/ 12 November 2015 at 5:41pm

Cape Town – To encourage users to save water, the Cape Town City Council has set up a Facebook page to enable consumers to log complaints.

But it hasn’t worked out quite the way the City might have envisaged – numerous people are accusing it of taking too long to respond to messages, saying their problems have been ignored for weeks at a time. But the City says it acts on complaints as quickly as it can.

Fred Fraser wrote about a park in Clarendon Street, on the corner of Piet Retief Square in Ysterplaat, where he says the park keeper switches on the sprinklers at 8am and lets them run until just after midday, “from Monday to Friday”.

“The ground is water-logged. Please send someone to speak to the park keeper about saving water. If he closes the park 15 minutes before closing time and puts the sprinklers on for 15 minutes, it will keep the lawn wet throughout the evening and the grass will grow better.”

He asks why someone from the water department cannot speak to the park keeper to explain about saving water.

Acting mayoral committee member for utility services Xanthea Limberg replied that the City attended to all complaints as soon as resources allowed it to do so.

“All but a tiny minority of service requests are resolved within our target period. It is grossly unfair to say that neither the call centre nor social media channels are helpful.”

But user Michelle Adams disputed her explanation. She wrote that she had reported leaking pipes in Ocean View’s Robin Circle three weeks ago.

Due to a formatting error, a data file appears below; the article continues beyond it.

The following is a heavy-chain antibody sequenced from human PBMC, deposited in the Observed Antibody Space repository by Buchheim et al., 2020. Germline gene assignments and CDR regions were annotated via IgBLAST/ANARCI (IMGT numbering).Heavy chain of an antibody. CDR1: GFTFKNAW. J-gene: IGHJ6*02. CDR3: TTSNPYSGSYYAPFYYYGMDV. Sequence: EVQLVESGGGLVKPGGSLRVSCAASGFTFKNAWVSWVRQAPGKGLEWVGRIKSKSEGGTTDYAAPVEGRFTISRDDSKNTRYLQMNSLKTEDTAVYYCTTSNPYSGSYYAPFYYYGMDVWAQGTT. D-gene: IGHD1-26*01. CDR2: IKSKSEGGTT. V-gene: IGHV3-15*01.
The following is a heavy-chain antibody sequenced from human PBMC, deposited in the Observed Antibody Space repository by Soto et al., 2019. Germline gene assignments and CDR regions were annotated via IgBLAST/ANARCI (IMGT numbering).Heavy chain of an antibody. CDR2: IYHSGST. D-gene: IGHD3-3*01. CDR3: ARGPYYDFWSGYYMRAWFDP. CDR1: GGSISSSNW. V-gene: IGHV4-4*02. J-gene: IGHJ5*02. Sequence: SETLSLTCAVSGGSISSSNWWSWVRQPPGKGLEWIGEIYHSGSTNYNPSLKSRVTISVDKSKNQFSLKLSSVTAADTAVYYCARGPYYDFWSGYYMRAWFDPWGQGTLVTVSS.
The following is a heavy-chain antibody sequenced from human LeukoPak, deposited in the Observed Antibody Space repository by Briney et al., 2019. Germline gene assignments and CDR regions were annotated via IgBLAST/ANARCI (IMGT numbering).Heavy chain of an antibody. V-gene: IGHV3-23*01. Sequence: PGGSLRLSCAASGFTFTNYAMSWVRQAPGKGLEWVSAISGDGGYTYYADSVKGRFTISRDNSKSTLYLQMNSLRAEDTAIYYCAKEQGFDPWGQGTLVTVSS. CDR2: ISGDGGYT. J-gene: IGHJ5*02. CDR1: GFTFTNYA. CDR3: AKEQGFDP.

And Craig Crown said he had been complaining about leaking valves in Aiken Road, Norfolk Park, “for weeks”.

“The Water department was notified on numerous occasions. The pipes burst every day.”

City spokesperson Priya Reddy admitted that in some cases there was not enough manpower to attend to a leaky valve or a faulty water meter immediately. “We operate a massive network over 10 000km long and we service over 3 million people.

“With a network of this size, it is unrealistic to expect us to operate with 100% integrity all the time. Despite this, the City boasts, by some distance, the lowest water losses compared with the other seven metros in South Africa.”

Complaints are referred to a relevant depot and the customer is provided with a phone number to which he can follow up, said Reddy.

Limberg said the City was considering implementing low-level water restrictions.

“It is being formalised through the council procedures and in line with the relevant policies. Final authorisation will be given at the next council meeting.”

She said said this would be part of normal water demand management and would be implemented as a precautionary measure to avoid the need for far more rigorous restrictions next summer, if there is another dry winter.

Asked how laying a complaint on its Facebook page works, Limberg said staff direct the complaint to the relevant line department manager.”


Cape Times

Source: Cape Town’s Facebook water page slated – Western Cape | IOL Beta